This wonderful terroir next to Pavie has enjoyed a renaissance under the stewardship if Nicolas Thienpont. The 2014 has a smorgasbord of aromas that emerge from the bouquet: earth, truffle, cassis, coffee, liqueur chocolates, incense and eucalyptus. This is sexy, heady, modern St Emilion, but there is tight knit black fruit and plenty of good extract here. It's not the most stylish Thienpont/Derenoncourt creation we have tasted from this estate, but it will probably be a head turner in a few years' time.
Larcis-Ducasse has been re-born under the `dream team` of Nicolas Thienpont and Stephan Derenoncourt. Since 2004, the quality at this estate has lived up to its excellent position next to Pavie. Exceptional terroir and state of the art wine-making has transformed this and sister property Pavie Macquin into two of the `must have` wines from St Emilion.
St-Émilion is a very different region to those of the Médoc, dominated by small-holding farmers and estates rather than grand Châteaux. Merlot is widely planted as is Cabernet Franc in some parts. The wines are enormously variable in style depending on the terroir, the grape variety make-up and winemaking style. Loosely the region is divided between the limestone Côtes, Graves or gravelly limestone plateau or the sandy alluvial soils nearer the Dordogne. Traditionally Médoc wines were trade from Bordeaux and St Emilions from Libourne so they have their own classification system separate to that of 1855. The classification is revised every ten years and falls into four categories, St Emilion, St Emilion Grand Cru, St Emilion Grand Cru Classé and St Emilion Premier Grand Cru Classé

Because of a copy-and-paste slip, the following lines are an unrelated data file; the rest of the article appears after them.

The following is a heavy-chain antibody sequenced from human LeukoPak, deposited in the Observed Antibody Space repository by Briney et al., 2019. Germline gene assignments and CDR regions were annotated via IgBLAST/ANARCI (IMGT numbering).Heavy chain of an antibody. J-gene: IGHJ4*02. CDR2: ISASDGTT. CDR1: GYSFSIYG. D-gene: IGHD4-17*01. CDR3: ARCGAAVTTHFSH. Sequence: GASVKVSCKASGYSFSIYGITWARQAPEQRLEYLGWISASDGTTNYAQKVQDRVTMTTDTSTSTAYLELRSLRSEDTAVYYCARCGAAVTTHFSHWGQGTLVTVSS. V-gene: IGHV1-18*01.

Most of the district's best properties are either on the steep, clay-limestone hillsides immediately below the town or on a gravelly section of the plateau west of St Emilion itself abutting Pomerol. There are several high profile estates in the region, including Cheval Blanc, Ausone, Figeac, Le Dôme, Valandraud and Pavie.